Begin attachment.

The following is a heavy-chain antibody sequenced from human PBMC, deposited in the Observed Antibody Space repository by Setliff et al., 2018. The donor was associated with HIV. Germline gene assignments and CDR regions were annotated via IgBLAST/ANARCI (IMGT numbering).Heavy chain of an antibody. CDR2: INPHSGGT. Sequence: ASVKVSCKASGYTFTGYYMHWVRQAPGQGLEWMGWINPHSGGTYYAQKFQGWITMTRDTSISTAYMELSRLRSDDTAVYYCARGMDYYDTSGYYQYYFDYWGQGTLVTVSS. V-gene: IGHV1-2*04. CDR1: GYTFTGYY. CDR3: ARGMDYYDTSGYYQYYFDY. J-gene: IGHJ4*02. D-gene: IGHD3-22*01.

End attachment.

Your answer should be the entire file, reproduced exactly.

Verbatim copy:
The following is a heavy-chain antibody sequenced from human PBMC, deposited in the Observed Antibody Space repository by Setliff et al., 2018. The donor was associated with HIV. Germline gene assignments and CDR regions were annotated via IgBLAST/ANARCI (IMGT numbering).Heavy chain of an antibody. CDR2: INPHSGGT. Sequence: ASVKVSCKASGYTFTGYYMHWVRQAPGQGLEWMGWINPHSGGTYYAQKFQGWITMTRDTSISTAYMELSRLRSDDTAVYYCARGMDYYDTSGYYQYYFDYWGQGTLVTVSS. V-gene: IGHV1-2*04. CDR1: GYTFTGYY. CDR3: ARGMDYYDTSGYYQYYFDY. J-gene: IGHJ4*02. D-gene: IGHD3-22*01.